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Capital Punishment in the United States Explained

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In our Explainer series, Fair Punishment Project lawyers help unpackage some of the most complicated issues in the criminal justice system. We break down the problems behind the headlines - like bail, civil asset forfeiture, or the Brady doctrine - so that everyone can understand them. Wherever possible, we try to utilize the stories of those affected by the criminal justice system to show how these laws and principles should work, and how they often fail. We will update our Explainers monthly to keep them current. Read our updated explainer here.
To beat the clock on the expiration of its lethal injection drug supply, this past April, Arkansas tried to execute 8 men over 1 days. The stories told in frantic legal filings and clemency petitions revealed a deeply disturbing picture. Ledell Lee may have had an intellectual disability that rendered him constitutionally ineligible for the death penalty, but he had a spate of bad lawyers who failed to timely present evidence of this claim -…

Texas death row inmate convicted of killing prison guard wins reprieve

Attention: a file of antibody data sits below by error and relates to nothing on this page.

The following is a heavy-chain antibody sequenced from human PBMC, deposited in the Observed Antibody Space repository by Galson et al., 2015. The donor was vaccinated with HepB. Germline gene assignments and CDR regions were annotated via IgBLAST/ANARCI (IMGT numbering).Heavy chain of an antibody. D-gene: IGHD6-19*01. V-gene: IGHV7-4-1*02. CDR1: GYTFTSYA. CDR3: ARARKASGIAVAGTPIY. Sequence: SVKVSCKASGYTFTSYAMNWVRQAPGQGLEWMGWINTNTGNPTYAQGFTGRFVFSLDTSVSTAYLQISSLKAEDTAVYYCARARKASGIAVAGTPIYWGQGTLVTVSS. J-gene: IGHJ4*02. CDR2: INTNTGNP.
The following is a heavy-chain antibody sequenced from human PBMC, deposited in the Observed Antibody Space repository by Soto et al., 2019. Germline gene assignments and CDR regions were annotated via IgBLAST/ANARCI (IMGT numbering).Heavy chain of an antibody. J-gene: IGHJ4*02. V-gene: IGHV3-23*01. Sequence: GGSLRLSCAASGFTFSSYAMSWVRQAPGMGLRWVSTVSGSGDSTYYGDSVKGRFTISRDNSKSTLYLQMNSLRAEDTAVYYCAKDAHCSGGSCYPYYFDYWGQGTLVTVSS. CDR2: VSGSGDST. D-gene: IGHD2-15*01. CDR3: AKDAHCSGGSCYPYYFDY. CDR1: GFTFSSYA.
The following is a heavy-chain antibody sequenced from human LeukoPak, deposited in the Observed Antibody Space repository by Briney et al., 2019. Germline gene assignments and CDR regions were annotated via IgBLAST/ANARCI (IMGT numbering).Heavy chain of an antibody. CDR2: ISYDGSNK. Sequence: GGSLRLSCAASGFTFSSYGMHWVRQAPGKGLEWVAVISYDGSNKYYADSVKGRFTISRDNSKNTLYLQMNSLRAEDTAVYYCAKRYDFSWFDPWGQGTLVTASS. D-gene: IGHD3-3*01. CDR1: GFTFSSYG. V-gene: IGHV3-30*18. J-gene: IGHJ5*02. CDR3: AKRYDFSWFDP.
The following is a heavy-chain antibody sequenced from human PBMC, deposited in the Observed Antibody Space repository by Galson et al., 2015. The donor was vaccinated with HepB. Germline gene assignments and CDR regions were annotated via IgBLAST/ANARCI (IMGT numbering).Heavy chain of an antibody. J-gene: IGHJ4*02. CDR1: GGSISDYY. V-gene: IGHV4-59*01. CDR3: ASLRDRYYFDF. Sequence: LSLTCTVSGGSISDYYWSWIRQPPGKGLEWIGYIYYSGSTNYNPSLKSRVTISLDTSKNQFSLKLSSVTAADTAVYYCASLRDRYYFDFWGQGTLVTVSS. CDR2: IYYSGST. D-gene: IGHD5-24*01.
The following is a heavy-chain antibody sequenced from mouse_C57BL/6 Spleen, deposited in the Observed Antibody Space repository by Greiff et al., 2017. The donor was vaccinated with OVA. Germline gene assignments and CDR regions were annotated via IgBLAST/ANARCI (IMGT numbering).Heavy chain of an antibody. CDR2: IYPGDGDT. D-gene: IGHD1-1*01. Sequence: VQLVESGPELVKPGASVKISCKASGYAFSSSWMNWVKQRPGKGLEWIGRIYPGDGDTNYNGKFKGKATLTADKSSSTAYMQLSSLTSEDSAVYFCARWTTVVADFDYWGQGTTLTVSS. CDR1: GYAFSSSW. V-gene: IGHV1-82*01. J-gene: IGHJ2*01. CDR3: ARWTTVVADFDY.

Robert Pruett
Robert Pruett
HUNTSVILLE, Texas (AP) A Texas death row inmate who faced execution later this month for the murder of a corrections officer won a reprieve Thursday.

The Texas Court of Criminal Appeals ruling halted the scheduled Aug. 23 execution of Robert Pruett, 36, who was sentenced to death for the December 1999 stabbing death of corrections officer Daniel Nagle, 37, at the McConnell Prison Unit near Beeville.

Nagle was stabbed seven times and died of a heart attack.

Investigators found a ripped up disciplinary note beside his body that led them to Pruett, who was serving a 99-year sentence at the unit.

Pruett, who maintains his innocence, says his name was on the note found because the guard wrote him up for taking his lunch out into the yard.

Pruett's lawyers are appealing a ruling from the Bee County trial court that rejected arguments Pruett wouldn't have been convicted if results of DNA testing now available had been known at the time of his trial in 2002.

The appeals court set no timetable in its ruling Thursday and offered no further explanation.

Source: The Associated Press, August 11, 2016


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